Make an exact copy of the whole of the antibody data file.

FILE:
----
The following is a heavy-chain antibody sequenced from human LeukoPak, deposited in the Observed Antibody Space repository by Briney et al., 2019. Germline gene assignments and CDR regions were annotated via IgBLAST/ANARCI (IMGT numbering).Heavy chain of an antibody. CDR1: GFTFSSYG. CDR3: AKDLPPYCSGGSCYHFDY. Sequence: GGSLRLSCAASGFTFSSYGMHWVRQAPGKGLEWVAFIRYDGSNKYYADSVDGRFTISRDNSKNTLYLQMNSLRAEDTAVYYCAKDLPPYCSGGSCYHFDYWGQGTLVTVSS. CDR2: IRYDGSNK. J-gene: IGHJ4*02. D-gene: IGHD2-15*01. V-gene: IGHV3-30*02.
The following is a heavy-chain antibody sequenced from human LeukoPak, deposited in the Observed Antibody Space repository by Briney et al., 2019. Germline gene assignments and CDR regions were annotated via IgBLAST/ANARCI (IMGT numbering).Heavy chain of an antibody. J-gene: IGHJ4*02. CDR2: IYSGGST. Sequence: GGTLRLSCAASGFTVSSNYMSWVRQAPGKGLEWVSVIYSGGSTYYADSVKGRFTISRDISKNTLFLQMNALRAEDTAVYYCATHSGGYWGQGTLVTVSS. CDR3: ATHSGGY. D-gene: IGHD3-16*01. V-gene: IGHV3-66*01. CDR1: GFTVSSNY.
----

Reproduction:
The following is a heavy-chain antibody sequenced from human LeukoPak, deposited in the Observed Antibody Space repository by Briney et al., 2019. Germline gene assignments and CDR regions were annotated via IgBLAST/ANARCI (IMGT numbering).Heavy chain of an antibody. CDR1: GFTFSSYG. CDR3: AKDLPPYCSGGSCYHFDY. Sequence: GGSLRLSCAASGFTFSSYGMHWVRQAPGKGLEWVAFIRYDGSNKYYADSVDGRFTISRDNSKNTLYLQMNSLRAEDTAVYYCAKDLPPYCSGGSCYHFDYWGQGTLVTVSS. CDR2: IRYDGSNK. J-gene: IGHJ4*02. D-gene: IGHD2-15*01. V-gene: IGHV3-30*02.
The following is a heavy-chain antibody sequenced from human LeukoPak, deposited in the Observed Antibody Space repository by Briney et al., 2019. Germline gene assignments and CDR regions were annotated via IgBLAST/ANARCI (IMGT numbering).Heavy chain of an antibody. J-gene: IGHJ4*02. CDR2: IYSGGST. Sequence: GGTLRLSCAASGFTVSSNYMSWVRQAPGKGLEWVSVIYSGGSTYYADSVKGRFTISRDISKNTLFLQMNALRAEDTAVYYCATHSGGYWGQGTLVTVSS. CDR3: ATHSGGY. D-gene: IGHD3-16*01. V-gene: IGHV3-66*01. CDR1: GFTVSSNY.